Chaplin was one of the founding fathers of the dream factory and of comedy film in general, but he wasn't the Hollywood star he's often referred to as: Hollywood didn't even exist while he was already a star. In his autobiography, for example, Chaplin distanced himself greatly from the later Hollywood with its studio system . As a filmmaker, artistic independence was particularly important to him, which hardly existed in the studio system. It is also not true that his films always promote the “good in people”. There was brutality in his early works and a Charlie who wasn't nice. In one film, he gives a child a gun without knowing it. About acting, he said that a great actor - even if it sounds self-centered - would love himself in this particular role. Chaplin was not fundamentally bad about acting techniques like method acting , but criticized that such a thing could not be taught: "If it is necessary to perform mental operations on a student, it proves that this student should give up acting."

Chaplin, 1965

Chaplin set milestones in film history. “The Kid” is a previously unseen combination of film comedy and social drama. The television magazine Prisma writes in its short biography of Chaplin that he was the first "world star of film" and that his importance for the arts of the 20th century can only be compared with that of Pablo Picasso.

As early as 1929, the philosopher and literary critic Walter Benjamin emphasized the special role of humor in film, as a trigger for an “affect of collective laughter”: “Chaplin's films”, Benjamin noted even before modern times, “were at the same time most international and the most revolutionary affect of the masses, laughter. ”According to his theory, this laughter can, under certain circumstances, have a healing effect; especially when, as with Chaplin, a relativization and exposure of existing conflicts in society precedes on a sensual level.


After 66 years of neglected storage in a film archive at the Cineteca di Bologna , a novel with the title Footlights by Chaplin emerged. The story of a dancer and a clown later formed the basis for the script for Limelight. The cinematheque gained fame in advance through the Chaplin project. The Cineteca was given the task of restoring Chaplin's entire cinematic oeuvre .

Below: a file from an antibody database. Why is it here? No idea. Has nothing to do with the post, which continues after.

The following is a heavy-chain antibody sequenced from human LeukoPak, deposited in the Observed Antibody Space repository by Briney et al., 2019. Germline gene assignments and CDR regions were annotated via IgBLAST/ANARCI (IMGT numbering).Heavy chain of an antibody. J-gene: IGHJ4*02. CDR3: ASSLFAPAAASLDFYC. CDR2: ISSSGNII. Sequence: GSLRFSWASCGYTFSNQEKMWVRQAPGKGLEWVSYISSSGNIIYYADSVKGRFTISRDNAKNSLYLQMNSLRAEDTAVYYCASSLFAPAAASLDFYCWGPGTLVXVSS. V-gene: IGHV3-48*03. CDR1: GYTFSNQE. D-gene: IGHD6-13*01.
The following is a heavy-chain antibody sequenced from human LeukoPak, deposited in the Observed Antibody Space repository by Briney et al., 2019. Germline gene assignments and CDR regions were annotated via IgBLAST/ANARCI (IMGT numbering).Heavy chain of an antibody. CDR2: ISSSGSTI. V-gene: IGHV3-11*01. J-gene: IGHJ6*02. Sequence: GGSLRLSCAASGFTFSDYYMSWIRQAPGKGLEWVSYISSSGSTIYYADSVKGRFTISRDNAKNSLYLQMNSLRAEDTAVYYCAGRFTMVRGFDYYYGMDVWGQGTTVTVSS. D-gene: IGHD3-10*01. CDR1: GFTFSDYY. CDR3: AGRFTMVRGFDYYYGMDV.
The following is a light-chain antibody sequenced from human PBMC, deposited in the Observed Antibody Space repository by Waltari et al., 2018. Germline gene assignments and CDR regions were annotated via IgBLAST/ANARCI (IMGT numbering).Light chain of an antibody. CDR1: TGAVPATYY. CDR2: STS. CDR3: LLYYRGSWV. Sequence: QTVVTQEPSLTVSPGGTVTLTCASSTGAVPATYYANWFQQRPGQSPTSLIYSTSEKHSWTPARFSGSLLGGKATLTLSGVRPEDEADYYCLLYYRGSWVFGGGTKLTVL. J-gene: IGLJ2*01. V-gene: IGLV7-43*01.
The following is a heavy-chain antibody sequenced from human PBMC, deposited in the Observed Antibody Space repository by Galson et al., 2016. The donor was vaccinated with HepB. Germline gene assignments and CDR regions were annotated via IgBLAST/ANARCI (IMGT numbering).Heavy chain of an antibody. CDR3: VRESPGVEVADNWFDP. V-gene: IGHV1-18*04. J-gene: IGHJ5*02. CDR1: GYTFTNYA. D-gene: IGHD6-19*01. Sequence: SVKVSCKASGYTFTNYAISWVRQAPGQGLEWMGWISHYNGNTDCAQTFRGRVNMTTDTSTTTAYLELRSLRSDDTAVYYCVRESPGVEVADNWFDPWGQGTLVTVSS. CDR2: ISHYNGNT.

Born into a poor family, he had already performed vocal performances in the Soho district (London) as a teenager , before he was an actor on stages with non-electric lighting. At the beginning of the second third of the 19th century, the kerosene and gas lamps in the limelight were supplemented or replaced in many places by Drummond's light (English term Limelight, often translated as "limelight"). Chaplin called his novel in the design Footlight, for traditional, glistening bright " limestone lights ": foot lights that are below and on a stage for lighting.

According to the film historian David Robinson , the filmmaker was inspired for the storyline by a "brief but decisive encounter with the Russian choreographer Vaslav Nijinsky in 1916". According to the Cinematheque of Bologna, the writing style of the script is reminiscent of the novelist Charles Dickens , mainly due to the sophisticated elaboration of the novel's characters. The Kinemathek is one of the leading institutions for film reconstructions worldwide. The family of the deceased gave her his estate. It contained several typed versions of the manuscript. The now published fragments of the novel are illustrated in the book Footlights with The world of limelight with documents and photos from the artist's estate. Robinson acted as co-author, the Cineteca di Bologna as editor.

Prizes, honors and awards

Films in the top 250 of the IMDb
place Movie
39 modern times
42 City lights
57 The great dictator
101 The vagabond and the child
151 Gold rush


The hobby boxer



  • 1915: Charlie Against All (His New Job)
  • 1915: A Night Out
  • 1915: The Champion (The Champion)
  • 1915: In the Park
  • 1915: Kidnapping (A Jitney Elopement)
  • 1915: The Tramp (The Tramp)
  • 1915: By the Sea (By the Sea)
  • 1915: His Regeneration ( cameo )
  • 1915: Work
  • 1915: A Woman
  • 1915: The Bank (The Bank)
  • 1915: Kidnapped (Shanghai)
  • 1915: A Night in the Show
  • 1916: Police (Police)
  • 1916: Burlesque on Carmen
  • 1918: Triple Trouble (edited from unfinished Chaplin films)


First National

United Artists

Charlie and Sid Grauman filming in winter (The Gold Rush) .

English productions

  • 1957: A King in New York (A King in New York)
  • 1959: The Chaplin Revue (compilation of A Dog's Life, Gun Over! And Charlie Chaplin - Haunted Innocence / The Pilgrim )
  • 1967: The Countess of Hong Kong (A Countess from Hong Kong), cameo


  • My autobiography. Simon & Schuster, 1964.
    • The story of my life. S. Fischer, Frankfurt 1964 (edition expanded by one image section: Fischer-Taschenbuch-Verlag, Frankfurt 1998, ISBN 3-596-14061-7 ).
  • The roots of my comedy. In: General independent Jewish weekly newspaper. Marx, Düsseldorf March 3, 1967. ISSN  0002-5941 .


Films about Charles Chaplin


2008: Kidnappin 'Chaplin by Martin Kolozs , premiere June 15, 2008, commissioned work for the 4th Tyrolean Dramatists Festival, Austria .

Feature and radio play

  • The man in the Moon. A radio ballet with Charlie Chaplin. Feature by Evelyn Dörr . Director: Claudia Leist. WDR 2002.
  • Charlie's Ascension. Detective radio play by Sabine Bohnen and Bernd Breitbach. Director: Wolfgang Rindfleisch. Deutschlandradio Kultur 2005 (the piece takes up the story of the desecration of the graves).


Web links

Commons : Charlie Chaplin  - collection of pictures, videos and audio files

Individual evidence